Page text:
Prior to ELISA analysis, the working solutions of yolk and serum samples were predetermined for all three breeds. For this, we prepared a pool of all yolk and all serum samples as standard solutions, which were diluted into a ten-fold series. The pooled ten-fold series samples were measured by sandwich ELISA to form a standard curve (data not shown). The working dilution was determined by the middle point of the linear part of the standard curve. After the working solutions were determined for each breed, all the samples were diluted by the working dilution, and measured using the sandwich ELISA method.

Data analysis

We used the SPSS10.0 statistical software package to perform Pearson correlation coefficient (two-tail) and regression analysis. The correlations of the serum and yolk IgY levels of the hens were analyzed in the three breeds. For the Silkie breed, the IgY levels of the offspring serum, hen serum and the yolk were also analyzed for correlation and regression.


The working dilutions of the samples are shown in Table 1. The average absorbance value of OD405 of the three replications was used as the IgY level.

Table 1 Working dilutions of the samples

We found there was a significant correlation between the hen serum IgY and yolk IgY in the three breeds. The correlation of Dongxiang (r = 0.619, P < 0.001, n = 30, Figure 1A) was the highest among the three breeds (White Leghorn: r = 0.404, P < 0.001, n = 100, Figure 1B; Silkie: r = 0.561 P < 0.001, n = 70, Figure 1C).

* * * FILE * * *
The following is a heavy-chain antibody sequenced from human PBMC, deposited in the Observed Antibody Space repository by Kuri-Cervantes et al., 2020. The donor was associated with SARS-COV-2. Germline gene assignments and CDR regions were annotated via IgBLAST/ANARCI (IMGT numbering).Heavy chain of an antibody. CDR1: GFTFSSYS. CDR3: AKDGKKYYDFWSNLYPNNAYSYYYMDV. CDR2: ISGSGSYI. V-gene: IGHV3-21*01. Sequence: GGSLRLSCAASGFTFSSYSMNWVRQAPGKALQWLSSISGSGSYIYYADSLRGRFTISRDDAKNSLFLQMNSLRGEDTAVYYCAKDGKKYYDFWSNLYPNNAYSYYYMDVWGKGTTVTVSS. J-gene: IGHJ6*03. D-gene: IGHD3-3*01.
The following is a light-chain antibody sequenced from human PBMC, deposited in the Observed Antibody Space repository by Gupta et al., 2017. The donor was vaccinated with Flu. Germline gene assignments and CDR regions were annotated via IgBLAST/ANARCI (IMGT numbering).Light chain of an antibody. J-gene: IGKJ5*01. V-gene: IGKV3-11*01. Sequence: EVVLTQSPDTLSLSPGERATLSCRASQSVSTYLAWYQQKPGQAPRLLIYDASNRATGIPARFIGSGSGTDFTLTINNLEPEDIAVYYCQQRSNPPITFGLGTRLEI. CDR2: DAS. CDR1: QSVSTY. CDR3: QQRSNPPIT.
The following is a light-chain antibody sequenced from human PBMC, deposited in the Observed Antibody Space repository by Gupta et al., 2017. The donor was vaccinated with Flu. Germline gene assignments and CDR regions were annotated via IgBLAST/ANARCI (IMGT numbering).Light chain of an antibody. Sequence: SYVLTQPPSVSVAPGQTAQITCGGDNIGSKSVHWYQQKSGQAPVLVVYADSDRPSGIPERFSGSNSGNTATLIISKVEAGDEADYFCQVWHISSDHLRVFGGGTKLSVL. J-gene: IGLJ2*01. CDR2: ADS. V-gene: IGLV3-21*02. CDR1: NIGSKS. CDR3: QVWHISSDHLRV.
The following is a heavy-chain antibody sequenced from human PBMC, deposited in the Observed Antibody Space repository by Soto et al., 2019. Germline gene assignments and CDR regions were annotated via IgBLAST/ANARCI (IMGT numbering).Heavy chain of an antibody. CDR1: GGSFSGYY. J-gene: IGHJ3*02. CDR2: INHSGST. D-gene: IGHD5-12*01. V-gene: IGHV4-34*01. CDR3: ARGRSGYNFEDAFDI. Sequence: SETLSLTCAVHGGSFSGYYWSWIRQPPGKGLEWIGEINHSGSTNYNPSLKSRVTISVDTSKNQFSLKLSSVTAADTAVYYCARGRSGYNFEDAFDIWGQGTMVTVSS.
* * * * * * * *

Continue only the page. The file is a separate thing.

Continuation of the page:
Figure 1
figure 1

Correlation between the serum and egg yolk total IgY levels in Dongxiang (A), White Leghorn (B) and Silkie (C) chickens. The relative IgY levels are presented as the absorbance units (OD values). The r is the correlation coefficient and n is the number of samples.

We also found the same tendency among hen serum IgY, egg yolk IgY and offspring serum IgY. The IgY level in offspring serum was significantly correlated with hen serum IgY (r = 0.535, P = 0.001, n = 70, Figure 2A) and with egg yolk IgY (r = 0.481, P = 0.001, n = 70, Figure 2B).

Figure 2
figure 2

Correlation of Silkie offspring serum IgY levels with Silkie hen yolk IgY (A), and Silkie hen serum IgY levels (B). The relative IgY levels are presented as the absorbance units (OD values). The r is the correlation coefficient and n is the number of samples.

The regression equation was made for each breed as follows: y1 = 0.489x1 + 0.659, P1 < 0.001, (y1: OD405 of Dongxiang yolk IgY, x1: OD405 of Dongxiang serum IgY); y2 = 0.549x2+ 0.479, P2 < 0.05, (y2: OD405 of White Leghorn yolk IgY, x2: OD405 of White Leghorn serum IgY); y3 = 0.827x3 – 0.109, P3 < 0.001, (y3: OD405 of Silkie yolk IgY, x3: OD405 of Silkie hen serum IgY); y4 = 0.350x4 + 1.046, P4 < 0.001, (y4: OD405 of Silkie offspring serum IgY, x4: OD405 of Silkie yolk IgY); y5 = 0.574x5 + 0.476, P5 < 0.05 (y5: OD405 of Silkie offspring serum IgY, x5: OD405 of Silkie hen serum IgY).